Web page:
Problem 3 was a dyno. My most feared. The big white holds are far, the starting handholds small. My legs felt clumsy and awkward bouncing towards them. I shimmed my fingers to get one cm closer. Touching the hold my already weak right shoulder felt a twinge. 3 minutes left. Try again. Fall. 2 minutes left. Voices screamed, ‘come on Thomo, come on’. Torn between incapability and determination, I thought about my hips, what they needed to do to execute; finally, my focus was right, I was learning from their failure. With one minute left, I tried again. To my surprise, the hip idea worked. I was hanging from the bonus, smearing my foot on the wall reaching far to the next sloper. I was at the top in a most awkward split position wondering how to match the final hold. At last, I took a deep breath. My eyes relaxed and looked down at my feet. I could heel hook. ‘Ding!’ Moving them around, I found a secure position and matched. The buzzer rang, my friends in the crowd cheered. An exhale of relief came forth.

Credit: Shane Murdoch Photography
I didn’t do the last problem. My body and mind were too rigid to relax into the position it needed to be in to execute. But this idea of needing to relax is something for the next story.

My friend Natasha, a co-worker and someone who I like to call coach, sat with me after finals and forced me to make a verbal list of three things I did right in the comp. This process felt utterly painful, like churning an unoiled crank. Completing her task took much anguish. The difficulty of this task for me has since inspired an adoption of this practice. 

After the comp, I was pleasantly surprised by my moment of empowerment; something tried before but I lacked the conviction to do so. I absorbed the various flavors of advices which came from friends who I’ve known since my early days of climbing. Our relationships were based on a level of trust and understanding. Not everyone can tell me to’ let it go’ and I listen…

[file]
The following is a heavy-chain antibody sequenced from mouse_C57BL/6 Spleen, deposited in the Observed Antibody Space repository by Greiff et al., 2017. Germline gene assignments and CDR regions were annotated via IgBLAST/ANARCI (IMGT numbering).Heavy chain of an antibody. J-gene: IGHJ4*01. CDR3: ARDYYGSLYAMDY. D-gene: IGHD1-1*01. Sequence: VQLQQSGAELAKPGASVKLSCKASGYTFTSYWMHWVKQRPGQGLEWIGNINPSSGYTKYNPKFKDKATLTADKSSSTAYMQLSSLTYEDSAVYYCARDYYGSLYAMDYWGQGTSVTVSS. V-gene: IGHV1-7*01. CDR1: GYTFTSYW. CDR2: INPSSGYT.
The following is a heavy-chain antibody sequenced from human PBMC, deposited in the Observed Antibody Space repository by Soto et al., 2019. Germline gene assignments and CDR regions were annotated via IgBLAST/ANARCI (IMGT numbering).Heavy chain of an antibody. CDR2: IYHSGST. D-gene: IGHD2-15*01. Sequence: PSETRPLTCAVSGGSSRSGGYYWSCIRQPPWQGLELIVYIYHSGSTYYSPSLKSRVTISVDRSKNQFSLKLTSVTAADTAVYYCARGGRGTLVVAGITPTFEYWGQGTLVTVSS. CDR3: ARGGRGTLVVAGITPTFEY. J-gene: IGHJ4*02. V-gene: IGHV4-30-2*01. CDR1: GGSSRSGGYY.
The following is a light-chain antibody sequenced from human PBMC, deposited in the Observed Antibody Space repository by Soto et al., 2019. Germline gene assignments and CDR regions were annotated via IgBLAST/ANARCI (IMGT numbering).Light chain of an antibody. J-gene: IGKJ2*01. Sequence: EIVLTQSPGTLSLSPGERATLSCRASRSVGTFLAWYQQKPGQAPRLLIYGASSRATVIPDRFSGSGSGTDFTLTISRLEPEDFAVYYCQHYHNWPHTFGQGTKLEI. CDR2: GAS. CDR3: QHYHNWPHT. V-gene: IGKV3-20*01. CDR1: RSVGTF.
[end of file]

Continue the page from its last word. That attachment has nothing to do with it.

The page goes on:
So, when those same voices tell you their post-comp observations which match exactly what some sport psych told you: to not worry about who is watching you, to focus only on the things within your control; when they say, ‘man, it looks like you need to relax and get out of your head’; when they suggest to you to learn how to enjoy the moment, to relax and trust into yourself... that you are doing great, to stick with it, that you are indeed improving... 

Well, sometimes… you just listen.   

Many thanks to my Squamish community for the love, especially, Mr. Lucas of Lucas Teas. Xx 

Thanks for reading.


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Friday, January 29, 2016

Epic Tv Interview

Big thanks to Epic Tv for hosting this short video on my life and lifestyle. They used footage from a few years back as I haven't much new in terms of quality so it was was pretty cool to see not only the growth in Cedar, but also my various self inflicted hair styles... :)

Loved the classic Newfoundland footage...!! It is so beautiful there. Dream like. Another world...

Thanks Zofia and 'Duct Tape then Beer' for the quality footage. :)








Wednesday, January 6, 2016

Tips on Splits. Part two.


This is part two of “Tips on Splits”.

For part one, click here.


Prevention: 

There are some things you can do to prevent a split for occurring, skin care and self-control on the rock being the most important. If you feel a tear is pending, yet you can't seem to stop, again, really consider stopping and try thinking long term. (You'll also probably send your project faster…!!!) If it is impossible to stop climbing, definitely tape up and change problems. The rock will still be there in a week’s time. Climbing with tape sucks but waiting a week or two for a tear to heal is worse.